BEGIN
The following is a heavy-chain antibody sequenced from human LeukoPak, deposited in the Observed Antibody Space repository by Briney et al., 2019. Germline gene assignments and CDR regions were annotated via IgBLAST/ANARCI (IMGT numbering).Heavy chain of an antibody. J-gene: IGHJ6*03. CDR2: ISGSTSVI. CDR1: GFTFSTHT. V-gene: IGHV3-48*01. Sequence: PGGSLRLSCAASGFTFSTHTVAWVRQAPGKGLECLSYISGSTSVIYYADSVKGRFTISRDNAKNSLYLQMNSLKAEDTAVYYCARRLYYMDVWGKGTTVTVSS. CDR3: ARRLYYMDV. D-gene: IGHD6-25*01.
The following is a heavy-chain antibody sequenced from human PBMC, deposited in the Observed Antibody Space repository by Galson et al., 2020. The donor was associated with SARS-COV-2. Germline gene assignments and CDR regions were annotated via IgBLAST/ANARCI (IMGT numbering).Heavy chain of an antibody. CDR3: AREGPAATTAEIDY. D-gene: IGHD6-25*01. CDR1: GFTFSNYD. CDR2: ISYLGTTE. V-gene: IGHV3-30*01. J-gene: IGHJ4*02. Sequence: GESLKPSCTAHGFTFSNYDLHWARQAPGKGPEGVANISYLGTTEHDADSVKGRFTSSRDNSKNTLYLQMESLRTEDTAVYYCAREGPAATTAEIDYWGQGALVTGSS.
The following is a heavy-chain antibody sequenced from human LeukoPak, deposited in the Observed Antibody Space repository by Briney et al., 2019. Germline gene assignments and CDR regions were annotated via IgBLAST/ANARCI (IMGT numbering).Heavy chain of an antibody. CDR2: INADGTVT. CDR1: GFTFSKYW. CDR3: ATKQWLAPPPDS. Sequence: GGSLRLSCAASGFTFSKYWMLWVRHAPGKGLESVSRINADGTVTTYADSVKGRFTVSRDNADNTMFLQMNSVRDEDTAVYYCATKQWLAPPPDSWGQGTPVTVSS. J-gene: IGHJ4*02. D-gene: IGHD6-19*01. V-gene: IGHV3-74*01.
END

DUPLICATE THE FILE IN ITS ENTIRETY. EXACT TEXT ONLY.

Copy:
The following is a heavy-chain antibody sequenced from human LeukoPak, deposited in the Observed Antibody Space repository by Briney et al., 2019. Germline gene assignments and CDR regions were annotated via IgBLAST/ANARCI (IMGT numbering).Heavy chain of an antibody. J-gene: IGHJ6*03. CDR2: ISGSTSVI. CDR1: GFTFSTHT. V-gene: IGHV3-48*01. Sequence: PGGSLRLSCAASGFTFSTHTVAWVRQAPGKGLECLSYISGSTSVIYYADSVKGRFTISRDNAKNSLYLQMNSLKAEDTAVYYCARRLYYMDVWGKGTTVTVSS. CDR3: ARRLYYMDV. D-gene: IGHD6-25*01.
The following is a heavy-chain antibody sequenced from human PBMC, deposited in the Observed Antibody Space repository by Galson et al., 2020. The donor was associated with SARS-COV-2. Germline gene assignments and CDR regions were annotated via IgBLAST/ANARCI (IMGT numbering).Heavy chain of an antibody. CDR3: AREGPAATTAEIDY. D-gene: IGHD6-25*01. CDR1: GFTFSNYD. CDR2: ISYLGTTE. V-gene: IGHV3-30*01. J-gene: IGHJ4*02. Sequence: GESLKPSCTAHGFTFSNYDLHWARQAPGKGPEGVANISYLGTTEHDADSVKGRFTSSRDNSKNTLYLQMESLRTEDTAVYYCAREGPAATTAEIDYWGQGALVTGSS.
The following is a heavy-chain antibody sequenced from human LeukoPak, deposited in the Observed Antibody Space repository by Briney et al., 2019. Germline gene assignments and CDR regions were annotated via IgBLAST/ANARCI (IMGT numbering).Heavy chain of an antibody. CDR2: INADGTVT. CDR1: GFTFSKYW. CDR3: ATKQWLAPPPDS. Sequence: GGSLRLSCAASGFTFSKYWMLWVRHAPGKGLESVSRINADGTVTTYADSVKGRFTVSRDNADNTMFLQMNSVRDEDTAVYYCATKQWLAPPPDSWGQGTPVTVSS. J-gene: IGHJ4*02. D-gene: IGHD6-19*01. V-gene: IGHV3-74*01.